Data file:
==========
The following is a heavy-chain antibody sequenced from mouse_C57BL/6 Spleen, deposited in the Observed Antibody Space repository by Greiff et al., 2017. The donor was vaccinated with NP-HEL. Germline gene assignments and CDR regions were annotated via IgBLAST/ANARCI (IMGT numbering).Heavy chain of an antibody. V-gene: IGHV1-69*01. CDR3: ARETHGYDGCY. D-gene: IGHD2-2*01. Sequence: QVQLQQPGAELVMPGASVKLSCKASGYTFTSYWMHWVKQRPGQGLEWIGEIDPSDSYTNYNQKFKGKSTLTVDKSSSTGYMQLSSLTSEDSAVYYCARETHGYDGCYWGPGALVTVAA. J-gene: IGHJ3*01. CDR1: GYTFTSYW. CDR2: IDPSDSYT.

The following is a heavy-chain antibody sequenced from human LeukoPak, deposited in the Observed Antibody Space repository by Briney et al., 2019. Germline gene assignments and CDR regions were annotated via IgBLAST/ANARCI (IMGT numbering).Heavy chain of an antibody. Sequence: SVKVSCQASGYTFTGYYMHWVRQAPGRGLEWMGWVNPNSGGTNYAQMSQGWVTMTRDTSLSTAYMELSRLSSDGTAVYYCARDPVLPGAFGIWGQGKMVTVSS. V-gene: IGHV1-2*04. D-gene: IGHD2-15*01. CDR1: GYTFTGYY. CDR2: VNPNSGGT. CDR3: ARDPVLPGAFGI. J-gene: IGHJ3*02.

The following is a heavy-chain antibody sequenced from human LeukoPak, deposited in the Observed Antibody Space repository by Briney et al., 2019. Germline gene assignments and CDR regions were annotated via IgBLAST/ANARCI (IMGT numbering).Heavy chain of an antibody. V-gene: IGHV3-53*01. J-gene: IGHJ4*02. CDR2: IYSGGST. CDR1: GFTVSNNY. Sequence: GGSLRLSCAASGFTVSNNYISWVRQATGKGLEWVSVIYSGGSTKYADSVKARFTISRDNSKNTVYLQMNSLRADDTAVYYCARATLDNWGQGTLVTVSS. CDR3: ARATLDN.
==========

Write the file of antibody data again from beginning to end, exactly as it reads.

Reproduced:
The following is a heavy-chain antibody sequenced from mouse_C57BL/6 Spleen, deposited in the Observed Antibody Space repository by Greiff et al., 2017. The donor was vaccinated with NP-HEL. Germline gene assignments and CDR regions were annotated via IgBLAST/ANARCI (IMGT numbering).Heavy chain of an antibody. V-gene: IGHV1-69*01. CDR3: ARETHGYDGCY. D-gene: IGHD2-2*01. Sequence: QVQLQQPGAELVMPGASVKLSCKASGYTFTSYWMHWVKQRPGQGLEWIGEIDPSDSYTNYNQKFKGKSTLTVDKSSSTGYMQLSSLTSEDSAVYYCARETHGYDGCYWGPGALVTVAA. J-gene: IGHJ3*01. CDR1: GYTFTSYW. CDR2: IDPSDSYT.

The following is a heavy-chain antibody sequenced from human LeukoPak, deposited in the Observed Antibody Space repository by Briney et al., 2019. Germline gene assignments and CDR regions were annotated via IgBLAST/ANARCI (IMGT numbering).Heavy chain of an antibody. Sequence: SVKVSCQASGYTFTGYYMHWVRQAPGRGLEWMGWVNPNSGGTNYAQMSQGWVTMTRDTSLSTAYMELSRLSSDGTAVYYCARDPVLPGAFGIWGQGKMVTVSS. V-gene: IGHV1-2*04. D-gene: IGHD2-15*01. CDR1: GYTFTGYY. CDR2: VNPNSGGT. CDR3: ARDPVLPGAFGI. J-gene: IGHJ3*02.

The following is a heavy-chain antibody sequenced from human LeukoPak, deposited in the Observed Antibody Space repository by Briney et al., 2019. Germline gene assignments and CDR regions were annotated via IgBLAST/ANARCI (IMGT numbering).Heavy chain of an antibody. V-gene: IGHV3-53*01. J-gene: IGHJ4*02. CDR2: IYSGGST. CDR1: GFTVSNNY. Sequence: GGSLRLSCAASGFTVSNNYISWVRQATGKGLEWVSVIYSGGSTKYADSVKARFTISRDNSKNTVYLQMNSLRADDTAVYYCARATLDNWGQGTLVTVSS. CDR3: ARATLDN.